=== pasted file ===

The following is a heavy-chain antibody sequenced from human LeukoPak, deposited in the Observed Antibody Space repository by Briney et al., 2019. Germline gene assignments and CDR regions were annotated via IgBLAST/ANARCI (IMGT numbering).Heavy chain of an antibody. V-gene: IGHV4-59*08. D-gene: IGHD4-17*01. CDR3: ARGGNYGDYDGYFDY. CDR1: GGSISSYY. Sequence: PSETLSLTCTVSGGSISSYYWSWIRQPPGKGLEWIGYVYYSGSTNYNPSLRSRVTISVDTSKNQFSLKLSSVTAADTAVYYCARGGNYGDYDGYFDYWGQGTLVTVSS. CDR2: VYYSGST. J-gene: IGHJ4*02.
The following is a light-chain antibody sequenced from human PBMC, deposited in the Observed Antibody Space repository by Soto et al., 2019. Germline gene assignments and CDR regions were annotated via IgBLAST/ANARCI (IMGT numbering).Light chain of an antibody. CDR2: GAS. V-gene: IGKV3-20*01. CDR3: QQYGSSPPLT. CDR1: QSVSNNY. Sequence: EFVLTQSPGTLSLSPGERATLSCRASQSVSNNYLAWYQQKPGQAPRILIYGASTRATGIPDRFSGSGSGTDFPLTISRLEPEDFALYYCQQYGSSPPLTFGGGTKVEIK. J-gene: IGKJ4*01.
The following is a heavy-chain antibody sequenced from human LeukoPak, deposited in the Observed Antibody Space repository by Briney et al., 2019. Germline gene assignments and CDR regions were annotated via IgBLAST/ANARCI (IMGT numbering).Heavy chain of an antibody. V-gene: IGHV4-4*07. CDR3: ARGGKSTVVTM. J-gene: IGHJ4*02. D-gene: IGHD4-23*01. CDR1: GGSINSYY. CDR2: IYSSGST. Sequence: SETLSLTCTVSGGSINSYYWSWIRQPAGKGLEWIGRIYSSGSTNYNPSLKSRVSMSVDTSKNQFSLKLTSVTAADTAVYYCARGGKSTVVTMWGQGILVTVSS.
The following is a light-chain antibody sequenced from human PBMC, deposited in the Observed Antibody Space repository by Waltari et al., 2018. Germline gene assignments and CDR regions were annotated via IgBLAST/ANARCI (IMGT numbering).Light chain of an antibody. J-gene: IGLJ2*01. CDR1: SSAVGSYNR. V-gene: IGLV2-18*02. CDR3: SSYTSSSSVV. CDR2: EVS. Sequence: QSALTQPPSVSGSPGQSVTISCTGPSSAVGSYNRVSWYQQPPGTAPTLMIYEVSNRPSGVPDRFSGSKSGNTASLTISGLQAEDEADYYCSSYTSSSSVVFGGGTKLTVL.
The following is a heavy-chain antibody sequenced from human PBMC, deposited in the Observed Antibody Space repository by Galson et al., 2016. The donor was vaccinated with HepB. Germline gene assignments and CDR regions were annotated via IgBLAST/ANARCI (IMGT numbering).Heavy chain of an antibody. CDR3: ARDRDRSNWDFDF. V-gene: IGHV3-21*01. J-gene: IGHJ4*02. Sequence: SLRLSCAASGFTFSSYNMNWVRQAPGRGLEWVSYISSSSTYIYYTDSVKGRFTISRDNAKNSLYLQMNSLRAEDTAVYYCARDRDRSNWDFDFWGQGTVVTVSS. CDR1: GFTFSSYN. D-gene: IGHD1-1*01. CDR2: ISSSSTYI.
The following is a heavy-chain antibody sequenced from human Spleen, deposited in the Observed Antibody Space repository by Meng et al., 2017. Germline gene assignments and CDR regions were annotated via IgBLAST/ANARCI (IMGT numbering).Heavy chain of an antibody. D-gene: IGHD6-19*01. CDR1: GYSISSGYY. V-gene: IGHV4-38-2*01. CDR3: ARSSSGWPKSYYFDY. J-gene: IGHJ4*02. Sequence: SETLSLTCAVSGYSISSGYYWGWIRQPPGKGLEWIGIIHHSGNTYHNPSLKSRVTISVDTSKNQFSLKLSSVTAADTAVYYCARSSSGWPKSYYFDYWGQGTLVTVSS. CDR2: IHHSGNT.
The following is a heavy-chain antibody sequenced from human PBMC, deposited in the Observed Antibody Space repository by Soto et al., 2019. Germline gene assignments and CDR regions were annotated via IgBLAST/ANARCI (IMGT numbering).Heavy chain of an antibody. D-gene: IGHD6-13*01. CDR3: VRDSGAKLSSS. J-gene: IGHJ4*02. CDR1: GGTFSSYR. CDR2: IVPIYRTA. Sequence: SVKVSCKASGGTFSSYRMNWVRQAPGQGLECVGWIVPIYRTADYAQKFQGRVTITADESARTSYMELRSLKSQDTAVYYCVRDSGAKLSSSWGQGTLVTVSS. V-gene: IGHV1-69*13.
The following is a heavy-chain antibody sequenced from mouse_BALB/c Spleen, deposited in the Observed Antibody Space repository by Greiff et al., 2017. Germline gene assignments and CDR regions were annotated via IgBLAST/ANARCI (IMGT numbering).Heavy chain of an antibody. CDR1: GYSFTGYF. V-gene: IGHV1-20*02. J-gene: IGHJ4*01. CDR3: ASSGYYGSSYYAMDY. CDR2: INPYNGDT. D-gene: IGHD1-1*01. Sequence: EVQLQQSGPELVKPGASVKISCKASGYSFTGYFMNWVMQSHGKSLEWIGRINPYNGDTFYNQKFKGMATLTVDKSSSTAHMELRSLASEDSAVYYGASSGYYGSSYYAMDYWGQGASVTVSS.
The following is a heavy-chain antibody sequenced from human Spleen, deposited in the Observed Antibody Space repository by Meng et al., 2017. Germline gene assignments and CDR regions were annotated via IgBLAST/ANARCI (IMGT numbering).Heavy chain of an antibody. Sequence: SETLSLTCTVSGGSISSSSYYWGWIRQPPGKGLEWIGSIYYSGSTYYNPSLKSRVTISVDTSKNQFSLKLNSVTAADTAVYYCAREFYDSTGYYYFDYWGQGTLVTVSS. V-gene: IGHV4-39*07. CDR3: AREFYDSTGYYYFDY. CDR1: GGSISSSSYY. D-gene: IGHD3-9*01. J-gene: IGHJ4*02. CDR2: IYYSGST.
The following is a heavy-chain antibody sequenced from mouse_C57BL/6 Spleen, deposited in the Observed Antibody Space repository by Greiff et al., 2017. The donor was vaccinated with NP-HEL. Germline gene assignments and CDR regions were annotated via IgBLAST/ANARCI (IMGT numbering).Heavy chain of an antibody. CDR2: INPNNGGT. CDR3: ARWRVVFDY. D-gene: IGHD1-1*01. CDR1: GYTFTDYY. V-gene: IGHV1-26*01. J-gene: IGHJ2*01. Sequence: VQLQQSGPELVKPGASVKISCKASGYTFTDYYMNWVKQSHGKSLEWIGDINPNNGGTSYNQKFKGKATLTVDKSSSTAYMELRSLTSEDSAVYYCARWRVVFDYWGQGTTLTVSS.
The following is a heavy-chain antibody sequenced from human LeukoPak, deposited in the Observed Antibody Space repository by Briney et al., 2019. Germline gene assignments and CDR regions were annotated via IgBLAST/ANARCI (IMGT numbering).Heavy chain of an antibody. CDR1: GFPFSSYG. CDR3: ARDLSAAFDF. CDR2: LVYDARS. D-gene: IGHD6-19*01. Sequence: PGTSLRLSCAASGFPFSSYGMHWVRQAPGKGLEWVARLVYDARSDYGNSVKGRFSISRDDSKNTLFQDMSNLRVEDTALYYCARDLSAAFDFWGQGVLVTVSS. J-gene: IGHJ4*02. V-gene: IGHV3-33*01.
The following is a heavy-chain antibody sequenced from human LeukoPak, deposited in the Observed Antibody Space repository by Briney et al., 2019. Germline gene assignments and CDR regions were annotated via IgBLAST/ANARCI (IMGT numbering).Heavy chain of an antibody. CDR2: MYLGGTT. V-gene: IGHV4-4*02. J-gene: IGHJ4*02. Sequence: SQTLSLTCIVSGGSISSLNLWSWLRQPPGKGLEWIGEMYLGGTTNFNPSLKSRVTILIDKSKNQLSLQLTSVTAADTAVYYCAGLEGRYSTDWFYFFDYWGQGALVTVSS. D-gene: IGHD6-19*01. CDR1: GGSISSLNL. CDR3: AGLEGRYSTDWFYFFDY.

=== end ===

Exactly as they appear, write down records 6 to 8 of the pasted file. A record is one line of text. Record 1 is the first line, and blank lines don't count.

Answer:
The following is a heavy-chain antibody sequenced from human Spleen, deposited in the Observed Antibody Space repository by Meng et al., 2017. Germline gene assignments and CDR regions were annotated via IgBLAST/ANARCI (IMGT numbering).Heavy chain of an antibody. D-gene: IGHD6-19*01. CDR1: GYSISSGYY. V-gene: IGHV4-38-2*01. CDR3: ARSSSGWPKSYYFDY. J-gene: IGHJ4*02. Sequence: SETLSLTCAVSGYSISSGYYWGWIRQPPGKGLEWIGIIHHSGNTYHNPSLKSRVTISVDTSKNQFSLKLSSVTAADTAVYYCARSSSGWPKSYYFDYWGQGTLVTVSS. CDR2: IHHSGNT.
The following is a heavy-chain antibody sequenced from human PBMC, deposited in the Observed Antibody Space repository by Soto et al., 2019. Germline gene assignments and CDR regions were annotated via IgBLAST/ANARCI (IMGT numbering).Heavy chain of an antibody. D-gene: IGHD6-13*01. CDR3: VRDSGAKLSSS. J-gene: IGHJ4*02. CDR1: GGTFSSYR. CDR2: IVPIYRTA. Sequence: SVKVSCKASGGTFSSYRMNWVRQAPGQGLECVGWIVPIYRTADYAQKFQGRVTITADESARTSYMELRSLKSQDTAVYYCVRDSGAKLSSSWGQGTLVTVSS. V-gene: IGHV1-69*13.
The following is a heavy-chain antibody sequenced from mouse_BALB/c Spleen, deposited in the Observed Antibody Space repository by Greiff et al., 2017. Germline gene assignments and CDR regions were annotated via IgBLAST/ANARCI (IMGT numbering).Heavy chain of an antibody. CDR1: GYSFTGYF. V-gene: IGHV1-20*02. J-gene: IGHJ4*01. CDR3: ASSGYYGSSYYAMDY. CDR2: INPYNGDT. D-gene: IGHD1-1*01. Sequence: EVQLQQSGPELVKPGASVKISCKASGYSFTGYFMNWVMQSHGKSLEWIGRINPYNGDTFYNQKFKGMATLTVDKSSSTAHMELRSLASEDSAVYYGASSGYYGSSYYAMDYWGQGASVTVSS.